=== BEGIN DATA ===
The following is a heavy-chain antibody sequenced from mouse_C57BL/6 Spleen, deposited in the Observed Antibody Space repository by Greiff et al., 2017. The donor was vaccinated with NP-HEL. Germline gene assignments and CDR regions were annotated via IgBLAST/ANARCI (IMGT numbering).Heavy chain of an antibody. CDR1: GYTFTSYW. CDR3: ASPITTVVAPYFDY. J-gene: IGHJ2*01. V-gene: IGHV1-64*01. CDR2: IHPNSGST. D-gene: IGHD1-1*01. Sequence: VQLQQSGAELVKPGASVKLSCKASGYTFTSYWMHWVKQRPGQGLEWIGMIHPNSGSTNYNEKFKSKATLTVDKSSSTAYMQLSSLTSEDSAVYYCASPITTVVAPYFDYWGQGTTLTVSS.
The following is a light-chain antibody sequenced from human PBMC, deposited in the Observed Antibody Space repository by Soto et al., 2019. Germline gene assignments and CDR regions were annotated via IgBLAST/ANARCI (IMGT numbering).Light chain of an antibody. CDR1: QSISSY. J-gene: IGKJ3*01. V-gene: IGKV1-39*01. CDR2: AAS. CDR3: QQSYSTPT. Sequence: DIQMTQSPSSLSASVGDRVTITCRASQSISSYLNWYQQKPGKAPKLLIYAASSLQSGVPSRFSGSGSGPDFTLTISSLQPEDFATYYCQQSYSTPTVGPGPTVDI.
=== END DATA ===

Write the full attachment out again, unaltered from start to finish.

The following is a heavy-chain antibody sequenced from mouse_C57BL/6 Spleen, deposited in the Observed Antibody Space repository by Greiff et al., 2017. The donor was vaccinated with NP-HEL. Germline gene assignments and CDR regions were annotated via IgBLAST/ANARCI (IMGT numbering).Heavy chain of an antibody. CDR1: GYTFTSYW. CDR3: ASPITTVVAPYFDY. J-gene: IGHJ2*01. V-gene: IGHV1-64*01. CDR2: IHPNSGST. D-gene: IGHD1-1*01. Sequence: VQLQQSGAELVKPGASVKLSCKASGYTFTSYWMHWVKQRPGQGLEWIGMIHPNSGSTNYNEKFKSKATLTVDKSSSTAYMQLSSLTSEDSAVYYCASPITTVVAPYFDYWGQGTTLTVSS.
The following is a light-chain antibody sequenced from human PBMC, deposited in the Observed Antibody Space repository by Soto et al., 2019. Germline gene assignments and CDR regions were annotated via IgBLAST/ANARCI (IMGT numbering).Light chain of an antibody. CDR1: QSISSY. J-gene: IGKJ3*01. V-gene: IGKV1-39*01. CDR2: AAS. CDR3: QQSYSTPT. Sequence: DIQMTQSPSSLSASVGDRVTITCRASQSISSYLNWYQQKPGKAPKLLIYAASSLQSGVPSRFSGSGSGPDFTLTISSLQPEDFATYYCQQSYSTPTVGPGPTVDI.